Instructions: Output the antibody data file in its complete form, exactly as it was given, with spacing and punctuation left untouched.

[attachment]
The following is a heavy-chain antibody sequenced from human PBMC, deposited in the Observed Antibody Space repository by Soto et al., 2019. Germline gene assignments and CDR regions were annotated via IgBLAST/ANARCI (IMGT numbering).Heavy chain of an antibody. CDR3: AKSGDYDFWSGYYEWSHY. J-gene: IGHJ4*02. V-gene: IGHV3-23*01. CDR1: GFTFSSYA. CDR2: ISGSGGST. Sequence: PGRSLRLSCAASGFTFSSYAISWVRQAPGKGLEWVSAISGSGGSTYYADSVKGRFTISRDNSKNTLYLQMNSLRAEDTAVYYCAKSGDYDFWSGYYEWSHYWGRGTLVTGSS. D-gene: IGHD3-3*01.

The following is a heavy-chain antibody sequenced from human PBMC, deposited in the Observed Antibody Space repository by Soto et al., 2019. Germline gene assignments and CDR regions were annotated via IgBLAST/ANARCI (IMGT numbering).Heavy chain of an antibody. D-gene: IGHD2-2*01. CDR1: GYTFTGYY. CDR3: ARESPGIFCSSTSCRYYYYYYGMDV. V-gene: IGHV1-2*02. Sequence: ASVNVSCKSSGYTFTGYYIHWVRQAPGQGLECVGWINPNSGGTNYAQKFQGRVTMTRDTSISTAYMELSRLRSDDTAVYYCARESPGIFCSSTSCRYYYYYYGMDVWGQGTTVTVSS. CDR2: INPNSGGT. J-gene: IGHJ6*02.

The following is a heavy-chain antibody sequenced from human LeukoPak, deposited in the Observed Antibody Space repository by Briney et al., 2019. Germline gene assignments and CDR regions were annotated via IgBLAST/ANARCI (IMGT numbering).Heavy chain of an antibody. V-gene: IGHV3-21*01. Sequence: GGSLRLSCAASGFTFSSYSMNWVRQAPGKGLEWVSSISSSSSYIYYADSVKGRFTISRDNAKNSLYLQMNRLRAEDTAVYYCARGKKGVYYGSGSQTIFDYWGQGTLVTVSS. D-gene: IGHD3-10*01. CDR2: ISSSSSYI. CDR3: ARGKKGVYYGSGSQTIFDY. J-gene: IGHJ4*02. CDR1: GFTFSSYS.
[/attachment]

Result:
The following is a heavy-chain antibody sequenced from human PBMC, deposited in the Observed Antibody Space repository by Soto et al., 2019. Germline gene assignments and CDR regions were annotated via IgBLAST/ANARCI (IMGT numbering).Heavy chain of an antibody. CDR3: AKSGDYDFWSGYYEWSHY. J-gene: IGHJ4*02. V-gene: IGHV3-23*01. CDR1: GFTFSSYA. CDR2: ISGSGGST. Sequence: PGRSLRLSCAASGFTFSSYAISWVRQAPGKGLEWVSAISGSGGSTYYADSVKGRFTISRDNSKNTLYLQMNSLRAEDTAVYYCAKSGDYDFWSGYYEWSHYWGRGTLVTGSS. D-gene: IGHD3-3*01.

The following is a heavy-chain antibody sequenced from human PBMC, deposited in the Observed Antibody Space repository by Soto et al., 2019. Germline gene assignments and CDR regions were annotated via IgBLAST/ANARCI (IMGT numbering).Heavy chain of an antibody. D-gene: IGHD2-2*01. CDR1: GYTFTGYY. CDR3: ARESPGIFCSSTSCRYYYYYYGMDV. V-gene: IGHV1-2*02. Sequence: ASVNVSCKSSGYTFTGYYIHWVRQAPGQGLECVGWINPNSGGTNYAQKFQGRVTMTRDTSISTAYMELSRLRSDDTAVYYCARESPGIFCSSTSCRYYYYYYGMDVWGQGTTVTVSS. CDR2: INPNSGGT. J-gene: IGHJ6*02.

The following is a heavy-chain antibody sequenced from human LeukoPak, deposited in the Observed Antibody Space repository by Briney et al., 2019. Germline gene assignments and CDR regions were annotated via IgBLAST/ANARCI (IMGT numbering).Heavy chain of an antibody. V-gene: IGHV3-21*01. Sequence: GGSLRLSCAASGFTFSSYSMNWVRQAPGKGLEWVSSISSSSSYIYYADSVKGRFTISRDNAKNSLYLQMNRLRAEDTAVYYCARGKKGVYYGSGSQTIFDYWGQGTLVTVSS. D-gene: IGHD3-10*01. CDR2: ISSSSSYI. CDR3: ARGKKGVYYGSGSQTIFDY. J-gene: IGHJ4*02. CDR1: GFTFSSYS.